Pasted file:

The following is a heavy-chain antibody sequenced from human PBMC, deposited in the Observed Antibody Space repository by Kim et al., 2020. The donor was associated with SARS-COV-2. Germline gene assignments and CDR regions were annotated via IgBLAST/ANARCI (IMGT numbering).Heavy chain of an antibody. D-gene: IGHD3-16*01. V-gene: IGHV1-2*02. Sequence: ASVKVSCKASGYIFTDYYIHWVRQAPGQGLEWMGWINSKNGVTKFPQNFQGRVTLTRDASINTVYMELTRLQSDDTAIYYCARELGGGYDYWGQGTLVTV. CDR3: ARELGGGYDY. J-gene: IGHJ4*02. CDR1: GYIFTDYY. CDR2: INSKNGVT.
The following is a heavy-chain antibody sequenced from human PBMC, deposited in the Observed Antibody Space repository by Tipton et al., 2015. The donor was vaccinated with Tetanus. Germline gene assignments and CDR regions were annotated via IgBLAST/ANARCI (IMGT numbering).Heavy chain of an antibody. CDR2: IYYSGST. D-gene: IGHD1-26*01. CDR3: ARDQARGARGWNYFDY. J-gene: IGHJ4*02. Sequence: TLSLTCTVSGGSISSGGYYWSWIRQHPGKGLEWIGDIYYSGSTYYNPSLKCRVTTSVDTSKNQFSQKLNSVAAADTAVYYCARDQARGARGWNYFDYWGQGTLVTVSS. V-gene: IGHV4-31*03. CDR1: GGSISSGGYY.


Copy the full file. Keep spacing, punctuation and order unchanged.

The following is a heavy-chain antibody sequenced from human PBMC, deposited in the Observed Antibody Space repository by Kim et al., 2020. The donor was associated with SARS-COV-2. Germline gene assignments and CDR regions were annotated via IgBLAST/ANARCI (IMGT numbering).Heavy chain of an antibody. D-gene: IGHD3-16*01. V-gene: IGHV1-2*02. Sequence: ASVKVSCKASGYIFTDYYIHWVRQAPGQGLEWMGWINSKNGVTKFPQNFQGRVTLTRDASINTVYMELTRLQSDDTAIYYCARELGGGYDYWGQGTLVTV. CDR3: ARELGGGYDY. J-gene: IGHJ4*02. CDR1: GYIFTDYY. CDR2: INSKNGVT.
The following is a heavy-chain antibody sequenced from human PBMC, deposited in the Observed Antibody Space repository by Tipton et al., 2015. The donor was vaccinated with Tetanus. Germline gene assignments and CDR regions were annotated via IgBLAST/ANARCI (IMGT numbering).Heavy chain of an antibody. CDR2: IYYSGST. D-gene: IGHD1-26*01. CDR3: ARDQARGARGWNYFDY. J-gene: IGHJ4*02. Sequence: TLSLTCTVSGGSISSGGYYWSWIRQHPGKGLEWIGDIYYSGSTYYNPSLKCRVTTSVDTSKNQFSQKLNSVAAADTAVYYCARDQARGARGWNYFDYWGQGTLVTVSS. V-gene: IGHV4-31*03. CDR1: GGSISSGGYY.